Centralized Remote Administration (Erl, Naserpour)
How can diverse administrative tasks and controls be consolidated for central remote access by cloud consumers?
ProblemCloud consumers can end up having to manage a range of diverse cloud-based IT resources, each with distinct administrative functions. The disparity in user-interfaces and reporting features can make remote administration burdensome and prone to human error.
SolutionThe cloud provider can consolidate diverse management features for different IT resources into a single, custom portal that standardizes administrative controls as well as providing cross-IT resource reporting features.
ApplicationA usage and administration portal is developed by the cloud provider to interface with systems and APIs offered by back-end products, IT resources and mechanisms, and to further support different levels of access based on pre-assigned permissions.
MechanismsAudit Monitor, Billing Management System, Cloud Usage Monitor, Logical Network Perimeter, Multi-Device Broker, Pay-Per-Use Monitor, Remote Administration System, Resource Management System, SLA Monitor
Compound PatternsBurst In, Burst Out to Private Cloud, Burst Out to Public Cloud, Elastic Environment, Infrastructure-as-a-Service (IaaS), Multitenant Environment, Platform-as-a-Service (PaaS), Private Cloud, Public Cloud, Resilient Environment, Software-as-a-Service (SaaS)
Cloud platforms commonly provide cloud consumers with access to proprietary administration frontends and portals for individual IT resources, meaning cloud providers essentially make out-of-the-box features externally available. Pre-built administration user interfaces can be sufficient for simpler cloud platforms and any cloud consumers that only require access to a modest number of IT resources. However, these user interfaces become inadequate once a greater number of IT resources need administering, especially by larger cloud consumer organizations that employ a number of cloud resource administrators.
Inconsistencies in the presentation of administrative controls and features and the processes they require can lead to human error and recurring inefficiencies as cloud resource administrators are required learn how to perform the same tasks using different tools.
In the example illustrated in Figure 1, the cloud consumer wants to monitor the usage of IT resources that are allocated to each branch of its organization. The cloud consumer also requires the option of providing each branch manager with control over the IT resources at its own branch. Security and administrative risks are introduced if branch managers were provided with the same level of access as the cloud consumer that established the IT environment.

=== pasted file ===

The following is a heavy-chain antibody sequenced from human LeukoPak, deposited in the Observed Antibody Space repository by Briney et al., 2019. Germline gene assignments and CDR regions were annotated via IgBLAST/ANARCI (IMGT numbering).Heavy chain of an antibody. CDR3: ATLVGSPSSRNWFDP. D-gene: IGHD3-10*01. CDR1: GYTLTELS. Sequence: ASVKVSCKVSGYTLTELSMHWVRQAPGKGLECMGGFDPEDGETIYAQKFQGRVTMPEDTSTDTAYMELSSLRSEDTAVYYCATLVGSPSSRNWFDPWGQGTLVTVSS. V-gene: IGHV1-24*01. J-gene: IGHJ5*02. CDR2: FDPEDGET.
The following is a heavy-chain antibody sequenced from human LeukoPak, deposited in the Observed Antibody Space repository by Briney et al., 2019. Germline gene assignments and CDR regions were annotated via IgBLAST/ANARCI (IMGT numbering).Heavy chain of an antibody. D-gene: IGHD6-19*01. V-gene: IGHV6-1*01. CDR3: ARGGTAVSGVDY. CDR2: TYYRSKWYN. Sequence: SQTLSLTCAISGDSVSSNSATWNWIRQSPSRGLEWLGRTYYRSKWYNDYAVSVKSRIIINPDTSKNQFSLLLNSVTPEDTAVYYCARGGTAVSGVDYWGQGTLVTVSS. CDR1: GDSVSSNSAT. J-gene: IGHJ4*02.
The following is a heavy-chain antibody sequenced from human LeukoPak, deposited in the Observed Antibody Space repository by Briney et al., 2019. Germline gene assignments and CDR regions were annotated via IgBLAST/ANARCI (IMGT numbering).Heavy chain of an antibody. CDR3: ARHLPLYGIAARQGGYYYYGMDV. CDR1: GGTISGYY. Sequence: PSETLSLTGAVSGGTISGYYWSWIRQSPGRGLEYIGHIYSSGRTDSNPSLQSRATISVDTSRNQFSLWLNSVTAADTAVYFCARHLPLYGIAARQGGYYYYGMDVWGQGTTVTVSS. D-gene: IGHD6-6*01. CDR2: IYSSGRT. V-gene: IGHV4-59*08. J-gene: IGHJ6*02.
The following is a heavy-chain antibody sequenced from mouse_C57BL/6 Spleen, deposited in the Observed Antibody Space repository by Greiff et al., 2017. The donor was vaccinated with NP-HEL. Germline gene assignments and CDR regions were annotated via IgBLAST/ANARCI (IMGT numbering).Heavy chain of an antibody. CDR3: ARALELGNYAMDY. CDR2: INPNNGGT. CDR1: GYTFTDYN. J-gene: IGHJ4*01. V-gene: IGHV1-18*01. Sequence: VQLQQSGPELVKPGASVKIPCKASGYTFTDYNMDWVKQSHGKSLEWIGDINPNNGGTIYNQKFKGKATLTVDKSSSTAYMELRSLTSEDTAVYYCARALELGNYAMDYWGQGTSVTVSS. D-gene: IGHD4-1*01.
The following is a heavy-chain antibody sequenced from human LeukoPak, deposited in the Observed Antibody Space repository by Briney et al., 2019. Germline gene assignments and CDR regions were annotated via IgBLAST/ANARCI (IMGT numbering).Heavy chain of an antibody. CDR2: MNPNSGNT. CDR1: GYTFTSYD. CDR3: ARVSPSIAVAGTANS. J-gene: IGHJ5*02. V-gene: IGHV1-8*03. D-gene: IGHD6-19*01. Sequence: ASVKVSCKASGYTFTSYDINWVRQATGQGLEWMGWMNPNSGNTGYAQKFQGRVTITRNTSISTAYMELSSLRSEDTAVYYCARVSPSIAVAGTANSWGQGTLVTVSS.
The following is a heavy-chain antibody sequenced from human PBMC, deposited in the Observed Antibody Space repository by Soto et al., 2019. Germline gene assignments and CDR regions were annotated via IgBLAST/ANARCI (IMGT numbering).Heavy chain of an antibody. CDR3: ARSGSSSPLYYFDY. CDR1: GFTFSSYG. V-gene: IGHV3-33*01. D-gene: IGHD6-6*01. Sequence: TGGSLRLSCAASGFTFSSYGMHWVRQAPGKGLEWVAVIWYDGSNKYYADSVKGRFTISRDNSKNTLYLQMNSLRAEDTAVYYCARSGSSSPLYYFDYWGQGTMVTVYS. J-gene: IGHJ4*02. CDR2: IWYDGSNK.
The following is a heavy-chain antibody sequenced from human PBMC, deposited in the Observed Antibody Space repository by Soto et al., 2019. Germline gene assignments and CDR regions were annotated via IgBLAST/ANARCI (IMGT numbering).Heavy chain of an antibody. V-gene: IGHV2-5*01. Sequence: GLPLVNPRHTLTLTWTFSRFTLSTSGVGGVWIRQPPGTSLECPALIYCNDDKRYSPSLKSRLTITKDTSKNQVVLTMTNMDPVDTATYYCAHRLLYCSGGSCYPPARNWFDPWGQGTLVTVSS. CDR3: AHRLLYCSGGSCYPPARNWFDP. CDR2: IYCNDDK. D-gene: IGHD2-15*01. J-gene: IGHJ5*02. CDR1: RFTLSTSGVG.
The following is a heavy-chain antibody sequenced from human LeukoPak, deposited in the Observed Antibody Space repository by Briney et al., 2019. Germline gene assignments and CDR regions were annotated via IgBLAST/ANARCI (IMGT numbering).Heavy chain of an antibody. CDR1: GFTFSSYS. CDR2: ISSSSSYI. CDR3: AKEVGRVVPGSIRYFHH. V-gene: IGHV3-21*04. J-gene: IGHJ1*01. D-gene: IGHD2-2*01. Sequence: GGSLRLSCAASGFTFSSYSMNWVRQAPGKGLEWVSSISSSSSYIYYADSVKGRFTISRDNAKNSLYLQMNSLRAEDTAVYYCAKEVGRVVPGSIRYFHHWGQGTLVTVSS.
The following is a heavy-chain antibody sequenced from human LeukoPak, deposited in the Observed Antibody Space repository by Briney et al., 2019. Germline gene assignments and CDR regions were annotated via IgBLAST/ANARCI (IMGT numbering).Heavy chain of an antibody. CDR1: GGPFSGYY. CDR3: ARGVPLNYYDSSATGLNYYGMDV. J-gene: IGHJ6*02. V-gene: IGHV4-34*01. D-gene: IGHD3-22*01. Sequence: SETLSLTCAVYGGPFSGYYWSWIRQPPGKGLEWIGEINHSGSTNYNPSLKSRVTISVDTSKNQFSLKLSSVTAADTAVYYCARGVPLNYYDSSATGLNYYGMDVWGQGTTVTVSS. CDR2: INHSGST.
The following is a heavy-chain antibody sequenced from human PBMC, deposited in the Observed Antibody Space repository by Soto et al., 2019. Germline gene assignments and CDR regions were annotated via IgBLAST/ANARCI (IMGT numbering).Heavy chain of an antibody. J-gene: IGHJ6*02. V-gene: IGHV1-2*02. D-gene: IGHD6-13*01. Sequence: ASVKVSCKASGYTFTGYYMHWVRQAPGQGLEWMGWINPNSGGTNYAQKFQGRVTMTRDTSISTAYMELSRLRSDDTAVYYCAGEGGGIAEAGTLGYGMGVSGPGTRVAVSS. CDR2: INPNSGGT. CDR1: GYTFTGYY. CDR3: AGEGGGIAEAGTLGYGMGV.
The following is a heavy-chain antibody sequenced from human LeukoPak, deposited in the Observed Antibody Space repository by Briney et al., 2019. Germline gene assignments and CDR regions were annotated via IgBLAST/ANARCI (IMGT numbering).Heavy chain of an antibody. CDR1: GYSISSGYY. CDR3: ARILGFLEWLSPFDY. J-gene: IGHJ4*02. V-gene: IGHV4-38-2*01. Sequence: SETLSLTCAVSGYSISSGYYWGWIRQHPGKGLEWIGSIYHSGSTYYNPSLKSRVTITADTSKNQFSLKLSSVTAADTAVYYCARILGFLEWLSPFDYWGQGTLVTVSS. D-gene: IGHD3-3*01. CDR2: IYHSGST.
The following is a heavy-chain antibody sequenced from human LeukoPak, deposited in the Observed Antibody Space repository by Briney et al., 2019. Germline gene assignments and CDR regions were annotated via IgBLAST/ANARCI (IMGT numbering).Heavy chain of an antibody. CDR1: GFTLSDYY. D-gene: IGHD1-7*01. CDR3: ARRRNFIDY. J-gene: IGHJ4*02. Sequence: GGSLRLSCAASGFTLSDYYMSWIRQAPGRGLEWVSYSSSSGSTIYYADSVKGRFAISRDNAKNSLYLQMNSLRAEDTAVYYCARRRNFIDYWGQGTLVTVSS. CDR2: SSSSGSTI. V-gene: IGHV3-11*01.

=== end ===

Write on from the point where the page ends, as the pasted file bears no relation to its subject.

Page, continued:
Figure 1 - Cloud Consumer A leases an IaaS platform from a cloud provider (1) with the intention of offering its own PaaS platform to other cloud consumers (thereby assuming the role of a cloud provider). After the new PaaS platform is made available by Cloud Consumer A, Cloud Consumers B and C lease instances of the platform (2). Cloud Consumer A (acting as a cloud provider) needs a means of offering management features and usage tracking and reporting of the various IT resources that are available via the PaaS platform, while ensuring that each cloud consumer is granted an appropriate level of control.
A custom usage and administration portal can be created to support different levels of security access, while consolidating the administrative functions of a range of IT resources for consistent and standardized presentation.
Figure 2 - Cloud Consumers B and C can access and manage their provisioned IT resources using the usage and administration portal.
The usage and administration portal generally provides two broad sets of features: management controls and reporting. Management controls consolidate similar IT resource management functions into standardized front-end controls presented to the cloud resource administrator. Reporting features can also consolidate usage data from multiple IT resources into summarized analysis reports and realtime dashboard statistics. Single sign-on technology is commonly used to enable cloud resource administrator credentials to propagate the authorization and authentication of all affected, underlying IT resources.
Unless the cloud provider chooses to build the usage and administration portal from scratch, the remote administration system mechanism is most commonly used as the main component around which the portal's architecture is built. The mechanism is then further integrated with various backend management systems and API-enabled IT resources.
This pattern is commonly combined with the Self-Provisioning pattern to further extend the feature-set of the centralized portal, as well as the Broad Access pattern to enable the portal to support access from multiple devices and protocols.
NIST Reference Architecture Mapping
This pattern relates to the highlighted parts of the NIST reference architecture, as follows: